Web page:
Why does this matter? It helps because it reinforces visually what you're trying to say and helps keep the audience oriented as to where everyone is in relation to each other. Try it yourself - draw a storyboard where a character is down low, but put them high within your composition. Then draw a storyboard of a character that's in an up high place, but low within the composition. Look back and forth between them and see if it feels okay or seems awkward. It's definitely possible to pull this off, but I think you'll see if you try it that it can seem confusing, and the other way works better for simplicity and clarity.

Here's another great compositional technique that people don't use very often but that works well. You have one part of the frame (in this case, the background) lit all in warm colors...then another part of the frame (the foreground in this example) lit with cool colors. It separates the two areas and gives it depth while creating a nice contrast.

Anyway I hope you found these examples interesting as well and I hope that if you've never checked out a Kurosawa movie you'll try one and see what you think. Personally, I haven't seen them all myself although I'd like to, someday. I haven't finished "Kagemusha" either but if there's more good stuff to share I'll post it soon.

Thursday, September 01, 2011

Inspiration from Steve Jobs

With Apple CEO Steve Jobs being in the news this week, I read a few articles about him. He had a couple of quotes that I really thought were interesting. Here's the first one:

"When you first start off trying to solve a problem, the first solutions you come up with are very complex, and most people stop there,"
he told Newsweek in 2006. "But if you keep going, and live with the problem and peel more layers of the onion off, you can often times arrive at some very elegant and simple solutions."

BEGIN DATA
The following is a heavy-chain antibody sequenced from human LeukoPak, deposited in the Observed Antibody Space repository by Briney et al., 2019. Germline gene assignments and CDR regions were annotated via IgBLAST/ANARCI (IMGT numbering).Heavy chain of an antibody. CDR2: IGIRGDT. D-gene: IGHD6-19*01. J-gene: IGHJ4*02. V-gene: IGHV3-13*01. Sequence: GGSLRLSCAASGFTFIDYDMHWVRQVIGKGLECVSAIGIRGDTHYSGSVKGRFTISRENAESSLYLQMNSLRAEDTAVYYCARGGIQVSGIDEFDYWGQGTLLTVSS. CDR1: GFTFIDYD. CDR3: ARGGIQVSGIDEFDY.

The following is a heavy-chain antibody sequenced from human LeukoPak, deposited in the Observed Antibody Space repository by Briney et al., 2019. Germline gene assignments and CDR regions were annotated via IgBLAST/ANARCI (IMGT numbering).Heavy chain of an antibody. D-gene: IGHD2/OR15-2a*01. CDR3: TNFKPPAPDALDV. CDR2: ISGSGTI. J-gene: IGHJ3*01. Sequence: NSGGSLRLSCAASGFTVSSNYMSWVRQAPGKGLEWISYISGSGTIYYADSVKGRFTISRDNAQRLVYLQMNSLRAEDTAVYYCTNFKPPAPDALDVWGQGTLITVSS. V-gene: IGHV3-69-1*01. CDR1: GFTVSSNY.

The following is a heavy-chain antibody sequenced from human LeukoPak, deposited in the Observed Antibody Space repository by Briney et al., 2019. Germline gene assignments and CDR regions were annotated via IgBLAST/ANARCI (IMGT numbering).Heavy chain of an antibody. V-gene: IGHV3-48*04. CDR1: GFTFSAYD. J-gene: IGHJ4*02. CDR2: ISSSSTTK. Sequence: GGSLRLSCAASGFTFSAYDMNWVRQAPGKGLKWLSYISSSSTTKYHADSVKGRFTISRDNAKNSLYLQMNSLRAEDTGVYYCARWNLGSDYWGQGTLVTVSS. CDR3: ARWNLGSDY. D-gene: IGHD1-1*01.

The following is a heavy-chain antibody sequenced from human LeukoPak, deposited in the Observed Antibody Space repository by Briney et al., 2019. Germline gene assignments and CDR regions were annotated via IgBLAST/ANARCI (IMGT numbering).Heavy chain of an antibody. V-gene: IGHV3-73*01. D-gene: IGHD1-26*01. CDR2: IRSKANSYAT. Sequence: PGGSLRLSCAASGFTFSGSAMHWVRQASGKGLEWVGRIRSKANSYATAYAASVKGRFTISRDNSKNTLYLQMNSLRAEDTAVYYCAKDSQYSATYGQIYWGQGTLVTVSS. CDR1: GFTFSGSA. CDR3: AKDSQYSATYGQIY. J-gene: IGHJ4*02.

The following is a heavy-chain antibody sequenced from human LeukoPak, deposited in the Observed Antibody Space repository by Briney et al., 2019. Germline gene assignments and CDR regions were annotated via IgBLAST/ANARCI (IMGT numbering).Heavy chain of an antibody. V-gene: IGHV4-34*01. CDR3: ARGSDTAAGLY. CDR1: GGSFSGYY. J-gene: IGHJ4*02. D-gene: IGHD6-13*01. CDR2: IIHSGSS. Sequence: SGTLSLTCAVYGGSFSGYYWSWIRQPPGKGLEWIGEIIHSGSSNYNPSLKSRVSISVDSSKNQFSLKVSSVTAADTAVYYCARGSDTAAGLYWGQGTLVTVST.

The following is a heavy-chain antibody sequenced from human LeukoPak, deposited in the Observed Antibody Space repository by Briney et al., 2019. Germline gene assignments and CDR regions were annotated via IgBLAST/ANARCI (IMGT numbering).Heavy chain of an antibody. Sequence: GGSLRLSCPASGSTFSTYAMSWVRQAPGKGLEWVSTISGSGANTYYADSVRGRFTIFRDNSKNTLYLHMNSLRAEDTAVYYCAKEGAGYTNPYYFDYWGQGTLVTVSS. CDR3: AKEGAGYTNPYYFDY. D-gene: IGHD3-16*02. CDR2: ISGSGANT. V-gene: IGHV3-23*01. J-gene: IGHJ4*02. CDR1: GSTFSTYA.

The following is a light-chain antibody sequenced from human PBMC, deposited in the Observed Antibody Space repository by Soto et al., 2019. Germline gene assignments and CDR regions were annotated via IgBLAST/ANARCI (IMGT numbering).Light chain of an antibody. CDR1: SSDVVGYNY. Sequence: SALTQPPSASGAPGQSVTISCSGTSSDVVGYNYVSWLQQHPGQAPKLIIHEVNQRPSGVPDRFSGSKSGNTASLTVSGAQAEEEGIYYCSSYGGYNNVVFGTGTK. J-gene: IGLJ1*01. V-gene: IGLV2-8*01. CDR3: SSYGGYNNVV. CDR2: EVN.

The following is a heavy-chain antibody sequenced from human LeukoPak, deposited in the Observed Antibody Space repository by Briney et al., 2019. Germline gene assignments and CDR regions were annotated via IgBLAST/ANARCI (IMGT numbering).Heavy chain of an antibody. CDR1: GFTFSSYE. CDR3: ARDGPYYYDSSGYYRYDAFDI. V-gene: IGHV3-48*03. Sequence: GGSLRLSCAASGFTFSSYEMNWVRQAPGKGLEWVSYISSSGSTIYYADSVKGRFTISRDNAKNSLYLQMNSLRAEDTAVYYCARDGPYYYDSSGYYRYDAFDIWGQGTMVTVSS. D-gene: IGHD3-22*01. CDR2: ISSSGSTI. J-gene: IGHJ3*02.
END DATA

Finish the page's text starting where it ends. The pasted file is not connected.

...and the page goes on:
This is amazingly perceptive and truthful to me. It applies to story and it applies to drawing. Your first instinct when trying to solve a drawing problem or a hole in your story is to add layers of complexity. Oftentimes the best solution is really rather simple and involves removing complexity instead of adding it. And it's worth remembering that often the first solution we think of is the most complicated, but if we keep at it, examining the problem from different angles and trying different solutions, we can come up with a better solution that would have been impossible for us to see at the start.

As someone once said, "writing is re-writing". I have always found this to be absolutely true. I have always found that "drawing is re-drawing" as well.

I think Hemmingway once said "The first draft of anything is shit." This has also always been true in my experience.

Okay, the second quote that struck me was this:

"Your work is going to fill a large part of your life, and the only way to be truly satisfied is to do what you believe is great work. And the only way to do great work is to love what you do," he once told Stanford grads. "If you haven't found it yet, keep looking. Don't settle. As with all matters of the heart, you'll know when you find it. And, like any great relationship, it just gets better and better as the years roll on."

"Loving what you do" has a unique meaning in the animation business. To me, there are three parts to consider about the job we do when talking about "loving what we do":

The first component of "what we do" is the artistic struggle of (and satisfaction you get from) producing your own work and judging it against your own taste and artistic standards. This part would be the storyboards you draw, the scenes you animate, the backgrounds you paint, etc. The artwork you are personally creating during the making of the film or show.

The second component of "what we do" is submitting our work to the directors, producers and our peers, and working with them as we hone our work, improve it and alter it to fit appropriately within the larger scheme of the project.

The third component of "what we do" is the project as a whole (the entire film, TV show, video game or whatever) and our satisfaction or disappointment with how it turns out.